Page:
summary Empirical knowledge plays a significant role in the human reasoning process. Previous experiences help in understanding new situations and in finding solutions to new problems. Experience is used when performing different tasks, both those of routine character and those that require specific skill. This is also the case for structural designers. Over 50% of the work done by the designer on a day-to-day basis is routine design that consists of modifying past designs (Moore 1993). That is, most of the design problems that the designer solves have been solved before, in many cases over and over again. In recent years, researchers have started to study if cases (information about specific problem-solving experiences) could be used as a representation of experiential knowledge. Making use of past experience in the form of cases is commonly known as Case-Based Reasoning (CBR). A requirement for Case-Based Design (Case-Based Reasoning applied in design) to be successful is that the design information is computerized. One information type used in structural design that is starting to become computerized is the one in design calculation documents. Such information is weakly structured (which holds for much of the information representing experience) and it contains both product and process information. In this thesis it is shown how the weak structure of this information can be used to subdivide it into components, which in turn makes it possible to apply the object-oriented abstraction principles also to this kind of information. It is also shown how the detailed design process can be represented and how this representation can facilitate automatic acquisition, retrieval of relevant old design information, and adaptation of this information. Two prototypes BridgeBase and ARCADE have been developed, where the principles described above are applied. Using ARCADE, the more general of these two prototypes, it is presented how information in computerized design calculation documents, gathered from real projects, can serve as containers and carriers for both project information and experience. The experience from the two prototypes shows that Case-Based Design can be usable as a tool for structural engineers.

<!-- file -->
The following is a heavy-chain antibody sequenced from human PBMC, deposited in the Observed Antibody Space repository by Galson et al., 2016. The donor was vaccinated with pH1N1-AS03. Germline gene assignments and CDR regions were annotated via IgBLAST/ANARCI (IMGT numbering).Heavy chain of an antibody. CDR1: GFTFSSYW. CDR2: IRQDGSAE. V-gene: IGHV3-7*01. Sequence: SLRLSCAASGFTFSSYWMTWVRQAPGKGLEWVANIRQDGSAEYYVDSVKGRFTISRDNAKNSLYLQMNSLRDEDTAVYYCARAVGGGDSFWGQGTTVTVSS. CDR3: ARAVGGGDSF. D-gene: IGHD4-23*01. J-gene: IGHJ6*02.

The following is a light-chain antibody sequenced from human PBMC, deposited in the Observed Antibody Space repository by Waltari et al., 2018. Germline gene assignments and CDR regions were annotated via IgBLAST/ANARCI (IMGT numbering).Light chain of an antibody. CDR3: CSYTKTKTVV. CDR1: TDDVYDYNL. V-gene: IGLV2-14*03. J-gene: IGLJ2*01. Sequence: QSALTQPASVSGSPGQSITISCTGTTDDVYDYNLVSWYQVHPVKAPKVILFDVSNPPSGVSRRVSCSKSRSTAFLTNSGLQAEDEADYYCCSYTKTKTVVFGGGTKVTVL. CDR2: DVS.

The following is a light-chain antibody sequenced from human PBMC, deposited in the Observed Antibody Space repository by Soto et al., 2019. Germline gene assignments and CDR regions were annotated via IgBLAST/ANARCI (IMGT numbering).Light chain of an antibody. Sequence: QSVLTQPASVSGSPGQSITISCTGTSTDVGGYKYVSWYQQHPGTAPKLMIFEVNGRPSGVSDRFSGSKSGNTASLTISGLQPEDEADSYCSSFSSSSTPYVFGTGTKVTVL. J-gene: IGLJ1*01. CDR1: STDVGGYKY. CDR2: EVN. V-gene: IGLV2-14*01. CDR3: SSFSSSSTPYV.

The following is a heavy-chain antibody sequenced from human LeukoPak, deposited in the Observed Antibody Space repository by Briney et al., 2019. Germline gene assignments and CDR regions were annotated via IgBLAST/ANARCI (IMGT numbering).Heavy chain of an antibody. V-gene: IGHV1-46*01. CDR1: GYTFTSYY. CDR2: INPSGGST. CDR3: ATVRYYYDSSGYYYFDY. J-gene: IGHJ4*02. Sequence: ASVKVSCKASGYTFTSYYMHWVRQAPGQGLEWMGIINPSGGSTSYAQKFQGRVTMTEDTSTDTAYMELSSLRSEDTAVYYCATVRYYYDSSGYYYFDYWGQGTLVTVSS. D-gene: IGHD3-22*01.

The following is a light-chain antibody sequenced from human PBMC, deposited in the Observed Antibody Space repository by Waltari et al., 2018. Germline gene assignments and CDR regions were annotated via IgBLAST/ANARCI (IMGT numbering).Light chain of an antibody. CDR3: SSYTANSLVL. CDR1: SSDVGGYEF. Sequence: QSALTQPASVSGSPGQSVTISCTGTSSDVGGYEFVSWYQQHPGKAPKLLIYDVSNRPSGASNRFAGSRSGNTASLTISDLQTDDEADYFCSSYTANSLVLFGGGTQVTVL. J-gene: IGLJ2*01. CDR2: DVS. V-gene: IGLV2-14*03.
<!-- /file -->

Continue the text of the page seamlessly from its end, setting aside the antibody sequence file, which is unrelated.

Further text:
series other
last changed 2003/04/23 13:14

_id bdc5
authors Lehane, A., Wright, D. and Lambourne, E.
year 1993
title Parallel Modeling: Addressing the Issues of Creative Designing in CAD Environments II. Special Applications
source Proceedings of the Fifth International Conference on Human-Computer Interaction 1993 v.1 pp. 249-254
summary We postulate that Industrial Designers, in general, solve a given problem by generating a series of proposed solutions to that problem, each proposal, in theory, helps the designer to converge on the ideal solution. Any number of solutions may be under continuous development at any one time and any previous solutions should always be available for appraisal and viewing. The single modeling environment provided in traditional Computer Aided Design (CAD) systems does not support this practice. Thus, CAD systems are primarily used to address the final phases of the design process, such as analysis, visualisation and detailing. This is surely not utilising the full potential of such a powerful design tool. In an attempt to develop a less restrictive working practice for CAD users, we consider a parallel modeling approach. This solution allows the simultaneous development, design and review of a number of computer based solutions.
keywords Paper Based Design Process; Parallel Modeling; Computer Based Design Process; Sets; Industrial Design; Set Theory; Directed Acyclic Graph; Seed
series other
last changed 2002/07/07 14:01

_id 4a5f
authors Liu, Yu-Tung
year 1993
title Recognizing Emergent Subshapes in Design Problem Solving: A Connectionist Investigation
source Education and Practice: The Critical Interface [ACADIA Conference Proceedings / ISBN 1-880250-02-0] Texas (Texas / USA) 1993, pp. 131-139